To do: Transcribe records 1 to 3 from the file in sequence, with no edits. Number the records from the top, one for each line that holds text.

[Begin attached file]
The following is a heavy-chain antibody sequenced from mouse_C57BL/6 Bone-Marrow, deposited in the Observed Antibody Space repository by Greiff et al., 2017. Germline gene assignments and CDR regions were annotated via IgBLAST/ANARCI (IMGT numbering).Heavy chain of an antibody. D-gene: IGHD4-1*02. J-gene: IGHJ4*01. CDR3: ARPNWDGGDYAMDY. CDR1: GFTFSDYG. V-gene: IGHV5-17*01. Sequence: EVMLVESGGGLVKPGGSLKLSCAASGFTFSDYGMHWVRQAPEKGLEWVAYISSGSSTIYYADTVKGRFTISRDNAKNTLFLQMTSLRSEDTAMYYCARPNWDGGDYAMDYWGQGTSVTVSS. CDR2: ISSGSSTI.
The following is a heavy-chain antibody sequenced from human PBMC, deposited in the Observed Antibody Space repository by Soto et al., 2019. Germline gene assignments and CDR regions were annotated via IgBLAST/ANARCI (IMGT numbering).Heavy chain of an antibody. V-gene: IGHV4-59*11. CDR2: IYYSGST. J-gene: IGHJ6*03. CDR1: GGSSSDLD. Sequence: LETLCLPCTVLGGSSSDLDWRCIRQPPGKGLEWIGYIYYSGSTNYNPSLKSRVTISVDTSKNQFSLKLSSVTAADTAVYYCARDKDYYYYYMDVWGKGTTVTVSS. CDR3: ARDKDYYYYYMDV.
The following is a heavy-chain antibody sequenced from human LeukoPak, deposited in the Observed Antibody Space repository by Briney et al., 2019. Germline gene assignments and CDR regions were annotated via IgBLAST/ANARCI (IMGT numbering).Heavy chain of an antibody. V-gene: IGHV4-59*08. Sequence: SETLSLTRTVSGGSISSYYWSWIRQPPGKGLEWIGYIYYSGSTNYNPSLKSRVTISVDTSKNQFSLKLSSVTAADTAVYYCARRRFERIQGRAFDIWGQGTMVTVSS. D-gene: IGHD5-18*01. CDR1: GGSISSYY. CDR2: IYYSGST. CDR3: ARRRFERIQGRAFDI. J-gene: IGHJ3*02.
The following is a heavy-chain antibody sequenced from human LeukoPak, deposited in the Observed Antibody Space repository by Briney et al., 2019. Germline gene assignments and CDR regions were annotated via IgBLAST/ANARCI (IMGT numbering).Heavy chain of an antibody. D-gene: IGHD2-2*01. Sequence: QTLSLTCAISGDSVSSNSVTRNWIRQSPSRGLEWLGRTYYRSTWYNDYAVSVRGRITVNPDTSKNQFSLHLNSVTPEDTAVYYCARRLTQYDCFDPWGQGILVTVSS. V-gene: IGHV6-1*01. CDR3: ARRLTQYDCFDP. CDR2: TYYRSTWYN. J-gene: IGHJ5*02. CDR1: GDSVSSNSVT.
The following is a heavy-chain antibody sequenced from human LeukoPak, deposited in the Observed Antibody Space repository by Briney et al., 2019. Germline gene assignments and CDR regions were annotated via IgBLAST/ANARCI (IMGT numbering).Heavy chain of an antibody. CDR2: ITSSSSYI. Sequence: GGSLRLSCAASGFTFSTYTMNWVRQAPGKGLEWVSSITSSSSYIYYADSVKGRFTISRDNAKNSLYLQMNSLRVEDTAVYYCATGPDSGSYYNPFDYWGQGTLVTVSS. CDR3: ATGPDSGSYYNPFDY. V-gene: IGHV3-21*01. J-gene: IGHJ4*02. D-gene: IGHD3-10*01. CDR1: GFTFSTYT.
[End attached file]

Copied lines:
The following is a heavy-chain antibody sequenced from mouse_C57BL/6 Bone-Marrow, deposited in the Observed Antibody Space repository by Greiff et al., 2017. Germline gene assignments and CDR regions were annotated via IgBLAST/ANARCI (IMGT numbering).Heavy chain of an antibody. D-gene: IGHD4-1*02. J-gene: IGHJ4*01. CDR3: ARPNWDGGDYAMDY. CDR1: GFTFSDYG. V-gene: IGHV5-17*01. Sequence: EVMLVESGGGLVKPGGSLKLSCAASGFTFSDYGMHWVRQAPEKGLEWVAYISSGSSTIYYADTVKGRFTISRDNAKNTLFLQMTSLRSEDTAMYYCARPNWDGGDYAMDYWGQGTSVTVSS. CDR2: ISSGSSTI.
The following is a heavy-chain antibody sequenced from human PBMC, deposited in the Observed Antibody Space repository by Soto et al., 2019. Germline gene assignments and CDR regions were annotated via IgBLAST/ANARCI (IMGT numbering).Heavy chain of an antibody. V-gene: IGHV4-59*11. CDR2: IYYSGST. J-gene: IGHJ6*03. CDR1: GGSSSDLD. Sequence: LETLCLPCTVLGGSSSDLDWRCIRQPPGKGLEWIGYIYYSGSTNYNPSLKSRVTISVDTSKNQFSLKLSSVTAADTAVYYCARDKDYYYYYMDVWGKGTTVTVSS. CDR3: ARDKDYYYYYMDV.
The following is a heavy-chain antibody sequenced from human LeukoPak, deposited in the Observed Antibody Space repository by Briney et al., 2019. Germline gene assignments and CDR regions were annotated via IgBLAST/ANARCI (IMGT numbering).Heavy chain of an antibody. V-gene: IGHV4-59*08. Sequence: SETLSLTRTVSGGSISSYYWSWIRQPPGKGLEWIGYIYYSGSTNYNPSLKSRVTISVDTSKNQFSLKLSSVTAADTAVYYCARRRFERIQGRAFDIWGQGTMVTVSS. D-gene: IGHD5-18*01. CDR1: GGSISSYY. CDR2: IYYSGST. CDR3: ARRRFERIQGRAFDI. J-gene: IGHJ3*02.